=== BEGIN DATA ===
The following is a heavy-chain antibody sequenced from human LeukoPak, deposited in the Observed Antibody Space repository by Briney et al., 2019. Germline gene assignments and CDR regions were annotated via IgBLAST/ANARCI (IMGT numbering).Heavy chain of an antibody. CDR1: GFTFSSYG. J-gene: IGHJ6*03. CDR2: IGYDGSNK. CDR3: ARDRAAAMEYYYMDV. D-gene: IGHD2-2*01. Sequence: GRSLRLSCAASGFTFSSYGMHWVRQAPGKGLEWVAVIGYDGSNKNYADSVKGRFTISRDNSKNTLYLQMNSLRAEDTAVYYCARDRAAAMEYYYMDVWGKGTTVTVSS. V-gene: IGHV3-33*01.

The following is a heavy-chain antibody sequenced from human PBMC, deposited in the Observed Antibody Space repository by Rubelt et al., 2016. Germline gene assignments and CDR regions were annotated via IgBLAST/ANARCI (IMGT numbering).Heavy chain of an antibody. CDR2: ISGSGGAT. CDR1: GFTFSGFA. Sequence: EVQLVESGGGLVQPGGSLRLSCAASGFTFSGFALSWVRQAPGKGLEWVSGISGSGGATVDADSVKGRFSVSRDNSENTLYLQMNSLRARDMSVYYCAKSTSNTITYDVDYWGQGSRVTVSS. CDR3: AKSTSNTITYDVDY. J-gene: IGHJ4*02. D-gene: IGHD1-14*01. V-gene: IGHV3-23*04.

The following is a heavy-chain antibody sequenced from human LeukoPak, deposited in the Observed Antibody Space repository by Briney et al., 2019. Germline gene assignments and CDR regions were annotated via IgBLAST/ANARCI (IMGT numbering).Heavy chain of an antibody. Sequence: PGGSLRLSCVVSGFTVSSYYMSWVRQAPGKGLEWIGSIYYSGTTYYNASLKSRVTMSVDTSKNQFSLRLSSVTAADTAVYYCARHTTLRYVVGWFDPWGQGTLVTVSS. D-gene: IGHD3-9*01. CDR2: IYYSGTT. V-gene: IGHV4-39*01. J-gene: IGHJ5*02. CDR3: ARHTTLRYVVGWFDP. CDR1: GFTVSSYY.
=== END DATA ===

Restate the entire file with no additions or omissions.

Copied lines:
The following is a heavy-chain antibody sequenced from human LeukoPak, deposited in the Observed Antibody Space repository by Briney et al., 2019. Germline gene assignments and CDR regions were annotated via IgBLAST/ANARCI (IMGT numbering).Heavy chain of an antibody. CDR1: GFTFSSYG. J-gene: IGHJ6*03. CDR2: IGYDGSNK. CDR3: ARDRAAAMEYYYMDV. D-gene: IGHD2-2*01. Sequence: GRSLRLSCAASGFTFSSYGMHWVRQAPGKGLEWVAVIGYDGSNKNYADSVKGRFTISRDNSKNTLYLQMNSLRAEDTAVYYCARDRAAAMEYYYMDVWGKGTTVTVSS. V-gene: IGHV3-33*01.

The following is a heavy-chain antibody sequenced from human PBMC, deposited in the Observed Antibody Space repository by Rubelt et al., 2016. Germline gene assignments and CDR regions were annotated via IgBLAST/ANARCI (IMGT numbering).Heavy chain of an antibody. CDR2: ISGSGGAT. CDR1: GFTFSGFA. Sequence: EVQLVESGGGLVQPGGSLRLSCAASGFTFSGFALSWVRQAPGKGLEWVSGISGSGGATVDADSVKGRFSVSRDNSENTLYLQMNSLRARDMSVYYCAKSTSNTITYDVDYWGQGSRVTVSS. CDR3: AKSTSNTITYDVDY. J-gene: IGHJ4*02. D-gene: IGHD1-14*01. V-gene: IGHV3-23*04.

The following is a heavy-chain antibody sequenced from human LeukoPak, deposited in the Observed Antibody Space repository by Briney et al., 2019. Germline gene assignments and CDR regions were annotated via IgBLAST/ANARCI (IMGT numbering).Heavy chain of an antibody. Sequence: PGGSLRLSCVVSGFTVSSYYMSWVRQAPGKGLEWIGSIYYSGTTYYNASLKSRVTMSVDTSKNQFSLRLSSVTAADTAVYYCARHTTLRYVVGWFDPWGQGTLVTVSS. D-gene: IGHD3-9*01. CDR2: IYYSGTT. V-gene: IGHV4-39*01. J-gene: IGHJ5*02. CDR3: ARHTTLRYVVGWFDP. CDR1: GFTVSSYY.